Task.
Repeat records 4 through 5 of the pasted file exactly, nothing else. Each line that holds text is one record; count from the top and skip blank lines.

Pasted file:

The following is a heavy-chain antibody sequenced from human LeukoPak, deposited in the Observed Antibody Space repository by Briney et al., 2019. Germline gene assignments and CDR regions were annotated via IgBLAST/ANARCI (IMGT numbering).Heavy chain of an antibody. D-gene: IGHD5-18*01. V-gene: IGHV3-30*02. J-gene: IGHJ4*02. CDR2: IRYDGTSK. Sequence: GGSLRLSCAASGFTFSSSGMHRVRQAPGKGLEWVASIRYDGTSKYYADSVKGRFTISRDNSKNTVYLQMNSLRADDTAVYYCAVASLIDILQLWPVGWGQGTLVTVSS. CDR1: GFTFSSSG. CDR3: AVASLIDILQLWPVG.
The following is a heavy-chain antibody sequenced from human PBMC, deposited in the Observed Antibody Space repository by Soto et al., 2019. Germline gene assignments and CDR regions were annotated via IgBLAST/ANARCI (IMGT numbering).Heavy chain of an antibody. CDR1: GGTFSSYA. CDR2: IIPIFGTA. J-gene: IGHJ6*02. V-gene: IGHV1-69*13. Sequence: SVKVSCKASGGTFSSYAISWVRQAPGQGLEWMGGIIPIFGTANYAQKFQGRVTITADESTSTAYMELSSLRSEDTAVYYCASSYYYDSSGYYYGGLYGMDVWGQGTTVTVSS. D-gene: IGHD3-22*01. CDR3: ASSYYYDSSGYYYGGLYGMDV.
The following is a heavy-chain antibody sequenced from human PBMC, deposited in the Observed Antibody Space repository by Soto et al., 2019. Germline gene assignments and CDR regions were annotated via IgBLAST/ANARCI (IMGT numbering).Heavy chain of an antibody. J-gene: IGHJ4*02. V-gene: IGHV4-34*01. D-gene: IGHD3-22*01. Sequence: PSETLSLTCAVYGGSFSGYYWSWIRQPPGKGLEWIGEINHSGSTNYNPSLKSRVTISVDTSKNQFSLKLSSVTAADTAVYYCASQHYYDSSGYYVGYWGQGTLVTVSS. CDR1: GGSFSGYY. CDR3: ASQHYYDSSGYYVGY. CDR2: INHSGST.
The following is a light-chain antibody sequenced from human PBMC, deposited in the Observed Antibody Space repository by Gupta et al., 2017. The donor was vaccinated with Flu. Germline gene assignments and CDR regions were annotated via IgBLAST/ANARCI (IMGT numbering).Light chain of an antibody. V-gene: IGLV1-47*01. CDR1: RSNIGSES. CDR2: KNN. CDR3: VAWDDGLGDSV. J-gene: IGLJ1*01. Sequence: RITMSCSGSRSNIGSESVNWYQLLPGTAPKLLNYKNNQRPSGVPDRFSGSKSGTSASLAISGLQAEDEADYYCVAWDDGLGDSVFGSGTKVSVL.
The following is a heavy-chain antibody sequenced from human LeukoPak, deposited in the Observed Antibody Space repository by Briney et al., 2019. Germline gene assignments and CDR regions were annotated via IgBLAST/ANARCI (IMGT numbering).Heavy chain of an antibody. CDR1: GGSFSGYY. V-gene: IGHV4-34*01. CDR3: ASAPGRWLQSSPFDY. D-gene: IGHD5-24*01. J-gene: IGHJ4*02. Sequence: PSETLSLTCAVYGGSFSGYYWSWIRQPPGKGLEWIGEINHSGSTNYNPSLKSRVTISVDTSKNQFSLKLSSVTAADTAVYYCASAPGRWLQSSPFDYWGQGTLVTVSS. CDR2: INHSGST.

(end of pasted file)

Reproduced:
The following is a light-chain antibody sequenced from human PBMC, deposited in the Observed Antibody Space repository by Gupta et al., 2017. The donor was vaccinated with Flu. Germline gene assignments and CDR regions were annotated via IgBLAST/ANARCI (IMGT numbering).Light chain of an antibody. V-gene: IGLV1-47*01. CDR1: RSNIGSES. CDR2: KNN. CDR3: VAWDDGLGDSV. J-gene: IGLJ1*01. Sequence: RITMSCSGSRSNIGSESVNWYQLLPGTAPKLLNYKNNQRPSGVPDRFSGSKSGTSASLAISGLQAEDEADYYCVAWDDGLGDSVFGSGTKVSVL.
The following is a heavy-chain antibody sequenced from human LeukoPak, deposited in the Observed Antibody Space repository by Briney et al., 2019. Germline gene assignments and CDR regions were annotated via IgBLAST/ANARCI (IMGT numbering).Heavy chain of an antibody. CDR1: GGSFSGYY. V-gene: IGHV4-34*01. CDR3: ASAPGRWLQSSPFDY. D-gene: IGHD5-24*01. J-gene: IGHJ4*02. Sequence: PSETLSLTCAVYGGSFSGYYWSWIRQPPGKGLEWIGEINHSGSTNYNPSLKSRVTISVDTSKNQFSLKLSSVTAADTAVYYCASAPGRWLQSSPFDYWGQGTLVTVSS. CDR2: INHSGST.